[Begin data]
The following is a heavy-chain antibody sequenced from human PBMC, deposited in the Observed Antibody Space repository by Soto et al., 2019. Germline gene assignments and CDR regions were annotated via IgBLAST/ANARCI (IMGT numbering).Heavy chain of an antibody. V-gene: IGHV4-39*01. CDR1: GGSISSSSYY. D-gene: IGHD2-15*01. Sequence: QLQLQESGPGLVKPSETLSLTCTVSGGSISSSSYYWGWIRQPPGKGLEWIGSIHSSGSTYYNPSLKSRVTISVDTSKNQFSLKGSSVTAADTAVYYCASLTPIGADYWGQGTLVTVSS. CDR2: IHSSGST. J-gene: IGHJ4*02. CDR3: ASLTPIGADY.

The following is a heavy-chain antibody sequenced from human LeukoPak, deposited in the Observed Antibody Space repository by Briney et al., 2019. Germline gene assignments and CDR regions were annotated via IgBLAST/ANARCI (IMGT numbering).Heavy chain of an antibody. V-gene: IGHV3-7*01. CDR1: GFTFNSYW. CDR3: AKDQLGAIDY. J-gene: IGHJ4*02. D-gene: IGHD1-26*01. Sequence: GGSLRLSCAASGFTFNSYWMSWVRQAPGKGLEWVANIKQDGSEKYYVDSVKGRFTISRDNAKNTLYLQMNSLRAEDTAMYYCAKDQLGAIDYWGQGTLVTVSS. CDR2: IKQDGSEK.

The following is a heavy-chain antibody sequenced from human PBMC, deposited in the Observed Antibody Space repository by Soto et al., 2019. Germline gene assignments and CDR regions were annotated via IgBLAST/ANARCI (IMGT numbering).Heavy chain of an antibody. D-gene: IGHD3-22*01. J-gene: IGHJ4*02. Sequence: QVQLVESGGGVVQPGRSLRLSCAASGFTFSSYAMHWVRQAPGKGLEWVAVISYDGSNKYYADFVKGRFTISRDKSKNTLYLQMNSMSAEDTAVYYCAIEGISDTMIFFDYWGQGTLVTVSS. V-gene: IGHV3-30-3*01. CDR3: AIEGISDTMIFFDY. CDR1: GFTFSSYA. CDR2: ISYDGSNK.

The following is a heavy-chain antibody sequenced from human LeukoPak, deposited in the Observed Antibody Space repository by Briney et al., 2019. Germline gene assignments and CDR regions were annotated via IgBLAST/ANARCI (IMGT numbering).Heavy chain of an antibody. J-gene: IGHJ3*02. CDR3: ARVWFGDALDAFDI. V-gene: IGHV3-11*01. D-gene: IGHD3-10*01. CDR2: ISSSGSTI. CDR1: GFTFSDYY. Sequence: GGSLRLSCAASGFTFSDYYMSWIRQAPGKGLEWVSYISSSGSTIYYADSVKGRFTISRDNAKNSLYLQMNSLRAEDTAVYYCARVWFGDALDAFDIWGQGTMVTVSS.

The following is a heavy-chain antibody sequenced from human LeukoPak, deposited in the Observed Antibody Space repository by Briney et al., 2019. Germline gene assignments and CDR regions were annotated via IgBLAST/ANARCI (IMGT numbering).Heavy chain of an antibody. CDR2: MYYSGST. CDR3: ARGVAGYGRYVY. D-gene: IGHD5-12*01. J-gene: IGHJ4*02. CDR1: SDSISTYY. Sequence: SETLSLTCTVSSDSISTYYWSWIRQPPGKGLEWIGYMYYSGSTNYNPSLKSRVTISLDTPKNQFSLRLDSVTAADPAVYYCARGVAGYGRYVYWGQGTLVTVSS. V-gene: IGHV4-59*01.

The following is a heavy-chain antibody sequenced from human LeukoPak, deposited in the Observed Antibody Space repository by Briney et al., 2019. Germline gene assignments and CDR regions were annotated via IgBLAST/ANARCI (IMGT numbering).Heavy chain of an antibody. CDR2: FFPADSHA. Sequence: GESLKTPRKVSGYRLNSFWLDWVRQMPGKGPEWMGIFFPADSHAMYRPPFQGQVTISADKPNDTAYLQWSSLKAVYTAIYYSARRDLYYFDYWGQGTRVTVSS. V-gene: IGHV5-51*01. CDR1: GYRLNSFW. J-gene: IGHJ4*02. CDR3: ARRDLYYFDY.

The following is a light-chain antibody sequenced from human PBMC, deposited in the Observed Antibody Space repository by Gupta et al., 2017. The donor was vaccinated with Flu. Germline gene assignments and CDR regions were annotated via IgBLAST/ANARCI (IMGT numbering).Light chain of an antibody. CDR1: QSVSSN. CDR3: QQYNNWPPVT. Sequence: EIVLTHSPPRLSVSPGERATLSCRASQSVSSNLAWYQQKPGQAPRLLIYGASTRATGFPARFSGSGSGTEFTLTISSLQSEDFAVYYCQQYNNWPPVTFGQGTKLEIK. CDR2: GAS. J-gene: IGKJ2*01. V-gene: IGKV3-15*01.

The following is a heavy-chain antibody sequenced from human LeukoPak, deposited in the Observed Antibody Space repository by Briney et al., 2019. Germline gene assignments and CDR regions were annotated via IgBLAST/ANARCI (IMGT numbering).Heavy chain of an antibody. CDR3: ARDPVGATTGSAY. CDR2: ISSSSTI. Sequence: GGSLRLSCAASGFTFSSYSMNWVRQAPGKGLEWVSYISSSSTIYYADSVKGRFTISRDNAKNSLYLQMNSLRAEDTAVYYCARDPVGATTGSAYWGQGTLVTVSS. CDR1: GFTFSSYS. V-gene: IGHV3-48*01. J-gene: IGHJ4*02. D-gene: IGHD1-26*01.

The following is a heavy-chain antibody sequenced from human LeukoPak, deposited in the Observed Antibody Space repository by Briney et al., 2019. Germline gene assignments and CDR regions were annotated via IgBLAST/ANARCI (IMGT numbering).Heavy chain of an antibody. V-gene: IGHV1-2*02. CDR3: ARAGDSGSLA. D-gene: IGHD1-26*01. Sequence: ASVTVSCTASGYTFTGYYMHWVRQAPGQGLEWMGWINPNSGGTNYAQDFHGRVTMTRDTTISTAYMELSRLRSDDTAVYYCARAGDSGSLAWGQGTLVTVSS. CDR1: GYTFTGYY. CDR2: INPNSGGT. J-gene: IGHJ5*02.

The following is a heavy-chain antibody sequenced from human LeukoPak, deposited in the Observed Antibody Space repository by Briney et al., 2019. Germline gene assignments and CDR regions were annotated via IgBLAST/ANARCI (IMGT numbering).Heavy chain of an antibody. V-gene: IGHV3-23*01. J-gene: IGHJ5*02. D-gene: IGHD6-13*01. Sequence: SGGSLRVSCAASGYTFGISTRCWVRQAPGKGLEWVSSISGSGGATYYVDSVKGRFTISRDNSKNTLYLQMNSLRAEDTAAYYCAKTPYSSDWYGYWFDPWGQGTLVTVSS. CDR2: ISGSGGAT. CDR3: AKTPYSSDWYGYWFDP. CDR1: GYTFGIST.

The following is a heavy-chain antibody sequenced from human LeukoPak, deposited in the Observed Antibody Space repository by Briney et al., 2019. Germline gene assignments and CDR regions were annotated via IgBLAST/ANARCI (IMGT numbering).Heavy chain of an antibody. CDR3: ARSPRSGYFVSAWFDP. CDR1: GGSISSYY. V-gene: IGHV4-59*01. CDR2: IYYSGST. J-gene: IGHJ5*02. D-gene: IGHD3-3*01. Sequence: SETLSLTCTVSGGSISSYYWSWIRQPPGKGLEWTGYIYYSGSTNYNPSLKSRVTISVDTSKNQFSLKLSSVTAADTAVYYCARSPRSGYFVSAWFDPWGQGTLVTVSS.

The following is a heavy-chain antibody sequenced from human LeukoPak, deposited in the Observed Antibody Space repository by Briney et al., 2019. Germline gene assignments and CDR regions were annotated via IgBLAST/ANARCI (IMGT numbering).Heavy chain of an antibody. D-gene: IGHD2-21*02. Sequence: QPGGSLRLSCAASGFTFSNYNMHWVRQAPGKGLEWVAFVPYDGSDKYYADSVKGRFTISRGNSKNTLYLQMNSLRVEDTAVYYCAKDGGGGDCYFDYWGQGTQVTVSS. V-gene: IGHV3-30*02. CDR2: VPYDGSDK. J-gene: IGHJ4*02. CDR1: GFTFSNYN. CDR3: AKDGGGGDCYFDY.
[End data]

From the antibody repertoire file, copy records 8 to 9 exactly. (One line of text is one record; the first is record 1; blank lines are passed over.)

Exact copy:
The following is a heavy-chain antibody sequenced from human LeukoPak, deposited in the Observed Antibody Space repository by Briney et al., 2019. Germline gene assignments and CDR regions were annotated via IgBLAST/ANARCI (IMGT numbering).Heavy chain of an antibody. CDR3: ARDPVGATTGSAY. CDR2: ISSSSTI. Sequence: GGSLRLSCAASGFTFSSYSMNWVRQAPGKGLEWVSYISSSSTIYYADSVKGRFTISRDNAKNSLYLQMNSLRAEDTAVYYCARDPVGATTGSAYWGQGTLVTVSS. CDR1: GFTFSSYS. V-gene: IGHV3-48*01. J-gene: IGHJ4*02. D-gene: IGHD1-26*01.

The following is a heavy-chain antibody sequenced from human LeukoPak, deposited in the Observed Antibody Space repository by Briney et al., 2019. Germline gene assignments and CDR regions were annotated via IgBLAST/ANARCI (IMGT numbering).Heavy chain of an antibody. V-gene: IGHV1-2*02. CDR3: ARAGDSGSLA. D-gene: IGHD1-26*01. Sequence: ASVTVSCTASGYTFTGYYMHWVRQAPGQGLEWMGWINPNSGGTNYAQDFHGRVTMTRDTTISTAYMELSRLRSDDTAVYYCARAGDSGSLAWGQGTLVTVSS. CDR1: GYTFTGYY. CDR2: INPNSGGT. J-gene: IGHJ5*02.